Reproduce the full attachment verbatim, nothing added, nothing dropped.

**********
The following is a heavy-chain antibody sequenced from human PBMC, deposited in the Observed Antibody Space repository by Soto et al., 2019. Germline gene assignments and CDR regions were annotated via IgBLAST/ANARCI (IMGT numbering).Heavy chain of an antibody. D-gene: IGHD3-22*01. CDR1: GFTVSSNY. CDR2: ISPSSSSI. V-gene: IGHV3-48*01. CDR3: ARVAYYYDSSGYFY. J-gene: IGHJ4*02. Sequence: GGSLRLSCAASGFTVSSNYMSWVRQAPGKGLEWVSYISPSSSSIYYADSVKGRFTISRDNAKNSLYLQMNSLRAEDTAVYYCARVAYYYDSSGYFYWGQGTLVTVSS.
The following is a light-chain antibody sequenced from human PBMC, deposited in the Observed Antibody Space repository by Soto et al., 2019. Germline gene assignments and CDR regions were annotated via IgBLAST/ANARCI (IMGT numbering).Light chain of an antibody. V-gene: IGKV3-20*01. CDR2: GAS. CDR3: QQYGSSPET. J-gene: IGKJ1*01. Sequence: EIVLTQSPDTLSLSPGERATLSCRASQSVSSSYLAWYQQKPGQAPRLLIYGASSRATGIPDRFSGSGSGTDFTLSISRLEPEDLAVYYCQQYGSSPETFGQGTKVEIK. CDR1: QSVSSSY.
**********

The following is a heavy-chain antibody sequenced from human PBMC, deposited in the Observed Antibody Space repository by Soto et al., 2019. Germline gene assignments and CDR regions were annotated via IgBLAST/ANARCI (IMGT numbering).Heavy chain of an antibody. D-gene: IGHD3-22*01. CDR1: GFTVSSNY. CDR2: ISPSSSSI. V-gene: IGHV3-48*01. CDR3: ARVAYYYDSSGYFY. J-gene: IGHJ4*02. Sequence: GGSLRLSCAASGFTVSSNYMSWVRQAPGKGLEWVSYISPSSSSIYYADSVKGRFTISRDNAKNSLYLQMNSLRAEDTAVYYCARVAYYYDSSGYFYWGQGTLVTVSS.
The following is a light-chain antibody sequenced from human PBMC, deposited in the Observed Antibody Space repository by Soto et al., 2019. Germline gene assignments and CDR regions were annotated via IgBLAST/ANARCI (IMGT numbering).Light chain of an antibody. V-gene: IGKV3-20*01. CDR2: GAS. CDR3: QQYGSSPET. J-gene: IGKJ1*01. Sequence: EIVLTQSPDTLSLSPGERATLSCRASQSVSSSYLAWYQQKPGQAPRLLIYGASSRATGIPDRFSGSGSGTDFTLSISRLEPEDLAVYYCQQYGSSPETFGQGTKVEIK. CDR1: QSVSSSY.